“Sport saved me”, I know, I know that sounds like the kind of tripe sports celebs trot out when they are trying to sell a book, but it’s my reality. At sixteen the mental health complications of an eating disorder led me to an attempt to take my own life. It’s hard for those who haven’t experienced eating disorders to understand the feeling of trying to make yourself smaller so you disappear from the world, an ambition I would have no doubt continued to pursue had a university friend not persuaded me through the doors of a Thai-boxing club. The moment I laced up the gloves and hit the pads something inside me shifted. When you punch a bag, no matter your size, the feedback from the bag gives you the feeling of strength, strength which helped me overcome the initial challenges of getting to compete, and strength which eventually helped my become a champion. More importantly, the lessons from the ring have transformed the way I see both myself and my place in the world. Boxing gave me the intrinsic knowledge that my value did not lie in the number on the scales, or in the opinion of others, but in my contribution to making change, both in myself and for those around me.
I have an intense dislike for the popular “strong is the new skinny” meme. Skinny represents, for me, all that is wrong with the fitness industry. Aspiration of small size in order to conform with a stereotype that establishes your worth by the size of your pants. I’d like a rebrand “Strong is the new Strong”, for strong to mean women embracing the incredible capacity of their human, for our pursuit of physical strength and fitness to empower not only ourselves but the daughters who are forever mirroring our actions.
I am strong, not just because I have the physical capacity, I am strong because finding strength in sport developed in me the mental strength to follow my own path, a wall strong enough that no one can tear me down and the power to face any challenge, safe in the knowledge that “I got this”…and that is my hope for every girl I meet, and for all of you.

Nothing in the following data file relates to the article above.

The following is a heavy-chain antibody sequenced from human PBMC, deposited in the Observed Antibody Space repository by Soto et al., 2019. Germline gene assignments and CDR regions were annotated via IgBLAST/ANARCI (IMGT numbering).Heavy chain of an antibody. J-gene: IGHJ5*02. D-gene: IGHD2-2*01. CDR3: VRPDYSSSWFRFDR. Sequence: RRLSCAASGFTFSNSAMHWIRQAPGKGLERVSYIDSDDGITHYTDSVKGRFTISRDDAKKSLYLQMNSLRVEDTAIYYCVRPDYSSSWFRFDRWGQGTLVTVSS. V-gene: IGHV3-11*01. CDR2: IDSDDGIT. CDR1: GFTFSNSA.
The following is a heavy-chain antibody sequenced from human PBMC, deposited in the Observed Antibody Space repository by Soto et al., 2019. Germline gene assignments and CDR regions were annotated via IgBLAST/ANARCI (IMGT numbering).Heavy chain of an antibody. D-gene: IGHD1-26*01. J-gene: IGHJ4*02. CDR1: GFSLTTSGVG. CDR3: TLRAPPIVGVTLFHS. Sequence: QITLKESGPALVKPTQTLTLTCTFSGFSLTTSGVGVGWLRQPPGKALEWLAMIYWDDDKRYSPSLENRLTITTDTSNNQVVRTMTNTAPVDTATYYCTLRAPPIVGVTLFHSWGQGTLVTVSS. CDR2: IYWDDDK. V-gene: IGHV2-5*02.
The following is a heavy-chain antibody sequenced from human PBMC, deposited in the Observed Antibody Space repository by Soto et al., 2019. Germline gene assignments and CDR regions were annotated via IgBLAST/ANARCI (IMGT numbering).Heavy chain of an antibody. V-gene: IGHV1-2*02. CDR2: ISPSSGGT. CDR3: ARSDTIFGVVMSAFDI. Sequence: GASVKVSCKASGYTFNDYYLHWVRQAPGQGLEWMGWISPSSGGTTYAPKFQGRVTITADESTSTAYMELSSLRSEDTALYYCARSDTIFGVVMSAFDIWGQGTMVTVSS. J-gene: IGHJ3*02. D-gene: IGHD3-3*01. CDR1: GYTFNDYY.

Rachael Mackenzie is a World Thai boxing champion. Having overcome initial prejudice Rachael became the first woman to compete in Thai-boxing under the same rules as men. An injury forced a switch to boxing in 2016 where she has already achieved her goals of becoming British champion and boxing as part of the England team
A mum of twins, Rachael is a Chartered Physiotherapist, Ante/Post Natal Exercise trainer, Crossfit Coach and nutritionist. Currently pursuing an MSc in Psychology, Rachael speaks about and delivers workshops addressing all aspects of wellbeing and performance. Passionate about enabling young people to fulfil their potential, Rachael is an ambassador for The Youth Sport Trust, a charity using physical activity to transform opportunity for young people.
Rachael will be sharing wellbeing tips for mums and families as part of the MMB blog.
MMB Magazine is the magazine for modern working parents. Since its launch in late 2015 MMB Magazine has grown through the North of England and is starting launch new regional office to support working parents.
The views, opinions and positions expressed by the authors and those providing comments on these blogs are theirs alone, and do not necessarily reflect the views, opinions or positions of MMB Magazine, or any employee thereof. We make no representations as to accuracy, completeness, timeliness, suitability or validity of any information presented by individual authors and/or commenters on our blogs and will not be liable for any errors, omissions, or delays in this information or any losses, injuries or damages arising from its display or use.
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